UN dismisses non-graduate Namibians
Conflict is brewing at the United Nations offices in Namibia, as employees without tertiary degrees, who are currently employed in certain job categories, are being shown the door, after failing to upgrade their qualifications.
The Windhoek Observer has it on good authority that scores of staff members, who failed to meet the December 2016 deadline to obtain their qualifications, have been given the boot.
The United Nations workforce globally is made up of different categories of staff, with different levels of responsibilities and requirements.
It is normally required that applicants have an advanced university degree for the UN’s professional and director level positions. It is, however, frequently accepted that if you have a first-level university degree, combined with qualifying work experience, you meet the educational requirements.
The qualifications for National Professional Officers are the same as for the Professional category and require as a minimum a first-level university degree, while the Field Service and General Service categories do not require university qualifications.
According to a source, who is among those who failed to meet the deadline to upgrade their qualifications, long-serving employees, who were recruited during the time when the UN was still hiring people without tertiary qualifications, were given about six years to get their qualifications in order or face dismissal.
The job specifications for the UN worldwide are universal, but after Namibia gained its independence in 1990, the local UN office proceeded to hire those without tertiary qualifications, because of shortage a of skills in the country.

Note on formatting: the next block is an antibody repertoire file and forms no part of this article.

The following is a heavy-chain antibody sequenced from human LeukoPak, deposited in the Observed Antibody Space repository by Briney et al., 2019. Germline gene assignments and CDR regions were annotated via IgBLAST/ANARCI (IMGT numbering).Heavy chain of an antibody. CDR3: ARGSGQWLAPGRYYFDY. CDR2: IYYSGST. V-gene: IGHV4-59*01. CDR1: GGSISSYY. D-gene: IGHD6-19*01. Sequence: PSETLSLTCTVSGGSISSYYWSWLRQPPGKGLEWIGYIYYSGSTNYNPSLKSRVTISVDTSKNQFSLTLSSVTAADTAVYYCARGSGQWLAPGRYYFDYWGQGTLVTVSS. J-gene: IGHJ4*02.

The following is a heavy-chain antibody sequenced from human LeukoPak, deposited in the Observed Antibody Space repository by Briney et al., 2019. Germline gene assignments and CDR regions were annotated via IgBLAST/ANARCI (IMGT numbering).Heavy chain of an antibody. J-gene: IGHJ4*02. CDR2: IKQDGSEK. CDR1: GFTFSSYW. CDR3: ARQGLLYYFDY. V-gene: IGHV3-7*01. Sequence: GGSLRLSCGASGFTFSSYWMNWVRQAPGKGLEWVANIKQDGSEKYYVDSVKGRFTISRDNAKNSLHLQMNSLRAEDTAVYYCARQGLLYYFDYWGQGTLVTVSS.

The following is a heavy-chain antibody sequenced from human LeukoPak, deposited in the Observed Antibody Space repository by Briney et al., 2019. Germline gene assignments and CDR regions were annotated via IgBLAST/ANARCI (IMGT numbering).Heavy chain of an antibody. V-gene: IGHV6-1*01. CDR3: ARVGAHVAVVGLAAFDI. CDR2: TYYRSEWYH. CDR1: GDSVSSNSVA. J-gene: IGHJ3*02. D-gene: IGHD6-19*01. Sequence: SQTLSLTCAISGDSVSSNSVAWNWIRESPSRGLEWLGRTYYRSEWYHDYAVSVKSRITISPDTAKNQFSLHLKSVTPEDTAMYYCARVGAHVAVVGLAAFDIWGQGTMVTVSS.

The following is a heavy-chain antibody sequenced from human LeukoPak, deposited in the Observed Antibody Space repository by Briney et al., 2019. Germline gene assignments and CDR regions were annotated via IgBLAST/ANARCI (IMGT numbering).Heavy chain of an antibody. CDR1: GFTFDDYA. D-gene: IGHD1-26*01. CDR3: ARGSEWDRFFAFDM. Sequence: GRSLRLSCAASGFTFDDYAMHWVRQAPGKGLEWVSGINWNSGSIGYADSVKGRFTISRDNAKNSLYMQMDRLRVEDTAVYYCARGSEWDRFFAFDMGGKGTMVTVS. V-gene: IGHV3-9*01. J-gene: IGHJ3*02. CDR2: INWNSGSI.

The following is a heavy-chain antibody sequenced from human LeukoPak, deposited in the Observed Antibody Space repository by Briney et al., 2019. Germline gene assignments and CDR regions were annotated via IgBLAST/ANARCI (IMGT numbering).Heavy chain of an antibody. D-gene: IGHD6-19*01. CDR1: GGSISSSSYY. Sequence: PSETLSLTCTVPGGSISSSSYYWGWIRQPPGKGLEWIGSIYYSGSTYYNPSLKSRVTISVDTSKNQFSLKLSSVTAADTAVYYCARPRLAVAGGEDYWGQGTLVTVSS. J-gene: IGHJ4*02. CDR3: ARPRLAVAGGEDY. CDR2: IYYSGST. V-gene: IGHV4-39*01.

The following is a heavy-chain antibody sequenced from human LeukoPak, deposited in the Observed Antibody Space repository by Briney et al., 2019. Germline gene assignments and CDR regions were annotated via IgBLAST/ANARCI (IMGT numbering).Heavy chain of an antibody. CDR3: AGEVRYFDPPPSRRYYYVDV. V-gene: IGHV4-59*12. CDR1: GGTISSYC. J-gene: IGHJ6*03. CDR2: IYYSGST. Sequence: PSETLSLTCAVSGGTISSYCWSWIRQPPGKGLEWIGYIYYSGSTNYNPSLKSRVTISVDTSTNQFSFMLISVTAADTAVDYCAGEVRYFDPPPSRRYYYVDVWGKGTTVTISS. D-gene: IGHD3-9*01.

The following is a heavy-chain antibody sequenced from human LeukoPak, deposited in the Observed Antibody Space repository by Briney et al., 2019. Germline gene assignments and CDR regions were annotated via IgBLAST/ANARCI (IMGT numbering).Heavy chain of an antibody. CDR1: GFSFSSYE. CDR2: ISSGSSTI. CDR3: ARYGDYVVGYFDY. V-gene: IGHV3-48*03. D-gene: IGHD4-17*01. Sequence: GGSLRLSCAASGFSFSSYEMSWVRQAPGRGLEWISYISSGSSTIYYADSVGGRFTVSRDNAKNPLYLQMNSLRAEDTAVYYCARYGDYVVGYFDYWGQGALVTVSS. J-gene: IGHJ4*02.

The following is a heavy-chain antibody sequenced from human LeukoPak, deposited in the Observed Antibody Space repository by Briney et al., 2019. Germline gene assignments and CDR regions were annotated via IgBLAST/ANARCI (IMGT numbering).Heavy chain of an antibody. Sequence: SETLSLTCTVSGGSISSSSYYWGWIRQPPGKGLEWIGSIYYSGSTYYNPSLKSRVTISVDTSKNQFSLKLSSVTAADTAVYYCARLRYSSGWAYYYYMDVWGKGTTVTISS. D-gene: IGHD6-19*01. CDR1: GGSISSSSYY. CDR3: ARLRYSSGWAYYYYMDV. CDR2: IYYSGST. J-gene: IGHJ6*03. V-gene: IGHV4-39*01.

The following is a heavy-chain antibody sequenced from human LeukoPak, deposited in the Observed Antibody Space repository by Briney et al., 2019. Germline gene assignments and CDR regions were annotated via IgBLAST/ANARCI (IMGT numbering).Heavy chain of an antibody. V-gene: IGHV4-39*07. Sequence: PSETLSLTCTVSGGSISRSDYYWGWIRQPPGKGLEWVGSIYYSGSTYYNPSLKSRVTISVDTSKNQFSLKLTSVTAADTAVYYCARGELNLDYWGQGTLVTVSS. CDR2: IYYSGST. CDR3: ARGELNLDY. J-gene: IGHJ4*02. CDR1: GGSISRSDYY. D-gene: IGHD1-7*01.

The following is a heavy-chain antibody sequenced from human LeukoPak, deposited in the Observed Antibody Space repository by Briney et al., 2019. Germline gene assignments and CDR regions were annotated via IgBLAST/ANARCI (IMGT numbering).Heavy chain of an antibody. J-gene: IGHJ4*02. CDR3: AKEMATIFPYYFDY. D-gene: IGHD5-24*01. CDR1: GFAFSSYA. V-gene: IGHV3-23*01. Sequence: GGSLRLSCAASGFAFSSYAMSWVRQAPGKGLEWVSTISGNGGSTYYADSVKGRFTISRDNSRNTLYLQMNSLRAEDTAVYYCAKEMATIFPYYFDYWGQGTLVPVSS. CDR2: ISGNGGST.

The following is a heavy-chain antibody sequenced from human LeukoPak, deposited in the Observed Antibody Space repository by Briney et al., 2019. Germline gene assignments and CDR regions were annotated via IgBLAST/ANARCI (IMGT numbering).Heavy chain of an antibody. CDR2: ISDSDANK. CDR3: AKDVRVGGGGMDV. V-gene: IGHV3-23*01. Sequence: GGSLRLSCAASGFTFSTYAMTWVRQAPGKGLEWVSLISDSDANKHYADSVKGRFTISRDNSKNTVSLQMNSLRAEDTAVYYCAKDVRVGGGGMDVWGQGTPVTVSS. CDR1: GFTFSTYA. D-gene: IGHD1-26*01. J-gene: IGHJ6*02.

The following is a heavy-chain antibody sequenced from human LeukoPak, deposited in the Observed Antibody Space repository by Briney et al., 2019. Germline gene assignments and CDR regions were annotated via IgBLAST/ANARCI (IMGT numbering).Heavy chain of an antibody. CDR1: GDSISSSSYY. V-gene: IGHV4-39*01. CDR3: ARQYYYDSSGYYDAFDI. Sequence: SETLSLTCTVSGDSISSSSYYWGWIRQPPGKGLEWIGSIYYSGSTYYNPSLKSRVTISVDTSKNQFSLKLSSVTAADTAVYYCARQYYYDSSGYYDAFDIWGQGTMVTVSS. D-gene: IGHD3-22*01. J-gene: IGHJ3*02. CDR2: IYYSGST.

Those affected by the December 2016 deadline have now threatened to take action, as some of them have been working for the UN for over 20 years.
United Nations Resident Coordinator and United Nations Development Programme (UNDP) Representative for Namibia, Anita Kiki Gbeho admitted that the UN office in Namibia is currently undergoing a restructuring exercise.
She, however, said that only one of the four UN agencies that were undergoing the restructuring exercise, had completed the process, with eight people out of 22 having already been affected.
She did not say which four UN agencies were restructuring their operations.
Gbeho added that the changes are integral to the organisation’s continued pursuit of greater effectiveness, transparency and accountability to its partners and the people it serves.
It was not clear how many people will be affected.
“Allow us to start by clarifying that it is not the entire UN system in Namibia that is undergoing the restructuring process. To date, only four UN agencies have either undergone or are in the process of planning a restructuring process.
“As the Government of Namibia has clear priorities in terms of national development, the UN in Namibia is constantly taking measures to ensure we are aligned to the Government’s needs and that our programmes are streamlined in support of Namibia’s development objectives,” Gbeho said.
She further said that because the United Nations is a results-based organisation, there is need to constantly assess what the organisation is doing, which at times calls for them to adjust their capacity, in order to ensure that they are “fit for the purpose”, to meet the commitments they have made to the Government of Namibia.
“It is also important to note that the UN in Namibia has shifted since independence, from being a development organisation, to becoming a partner organisation.
“As Namibia has evolved into an upper-middle-income country, the role of UN in Namibia has also changed, in response to requests from Government. As Government now requires more high-level technical assistance and capacity than it did at independence, the UN skills mix also has to change,” she said.